The main preferences dialog is accessible through Tools–>Preferences. Font selections, download associations, and lots of other stuff are configurable. The pictures shows the “Programs” dialog,” where you can manipulate file associations for downloaded fiies.
Many times, you can hit a website that says, “This site works only in Netscape or Internet Explorer x.” (Such a message is a sure sign of lazy and incompetent web designers.) You can spoof the “user agent” under Tools–Quick Preferences–>Edit Site Preferences–>Network. In other words, if a site refuses to work in Opera, you can instruct the program to identify itself as a different browser. Usually, a site will work fine if you just continue; if it doesn’t, you can try changing the “identify as” setting. The setting is associated with the particular website (up until v. 9, this was a global setting).
In addition to the preferences dialog, you can enter “opera:config” in the address bar and open the Configuration Editor, which provides a direct interface to the opera.ini file. You can change any configurable item there. And I mean any. This is where to change the default search engine, whether you want the transfers page to appear, and a lot of other stuff that I don’t know what it is even.
To move your Opera configuration to another computer on LInux, it’s enough to move the hidden directory (/home/[username]/.opera) to the other computer, then start the program. Everything will be there. I’ve not done this on a Windows box, so I cannot speak to that.
You can also export and import mail files, feeds. bookmarks, and contacts. For most of these items, go to File–>Import and Export. To export mail, highlight the mail folder you wish to export in the mail windows and right-click.
Mail exports as an *.mbs file; feeds as an *.opml file. The contacts and bookmarks files appear to be in Opera formats that are not portable to other browsers. You can also export the contents of individual filters. However, when you import them, they do not go back into the existing filters.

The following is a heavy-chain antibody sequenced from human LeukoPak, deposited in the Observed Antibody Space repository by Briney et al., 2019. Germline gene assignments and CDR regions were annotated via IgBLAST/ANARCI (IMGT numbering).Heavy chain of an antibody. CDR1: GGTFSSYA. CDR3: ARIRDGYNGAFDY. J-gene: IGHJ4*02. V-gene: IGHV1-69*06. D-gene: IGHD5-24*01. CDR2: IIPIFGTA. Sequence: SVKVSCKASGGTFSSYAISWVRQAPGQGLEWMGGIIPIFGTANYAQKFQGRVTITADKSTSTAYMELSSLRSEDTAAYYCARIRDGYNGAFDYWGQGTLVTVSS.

I recently discovered the Opera Developer Tools while I was working on a website for a friend. It’s accessed from Tools–>Advanced–>Developer Tools. They display the CSS, the page rendering, and lots of other stuff useful to web designers. It really helped me debug my friend’s website by allowing me to explore the code in ways that “View Source” does not.
There’s more, but I’ll stop there.
The most common problem I have encountered with Opera is this: From time to time, Opera for Linux freezes (I have not noticed this in Windows, but I almost never use Windows any more). In Gnome, which is a desktop environment, I can kill the program and restart it without problems, but I don’t use Gnome. I use Fluxbox, which is a window manager. In Fluxbox, I have to reboot to clean up the detritus. (Killing the program in Gnome also kills the lockfile. The kill command in Fluxbox kills the process, but not the lockfile.)
As I said at the beginning, I am a rabid Opera fanboy, because years of using it has made me one.
I’m willing to put up an occasional glitch because of cost-benefit analysis. The convenience and benefits of having the web, mail, RSS, newsgroups, torrent, and IRC all in one very-small-footprint-place far outweigh the inconvenience of the occasional glitch.
Unfinished business: I forgot to mention in my previous post is that Opera looks the same on every platform I’ve used it on. I cannot say that about any other cross-platform program I’ve used.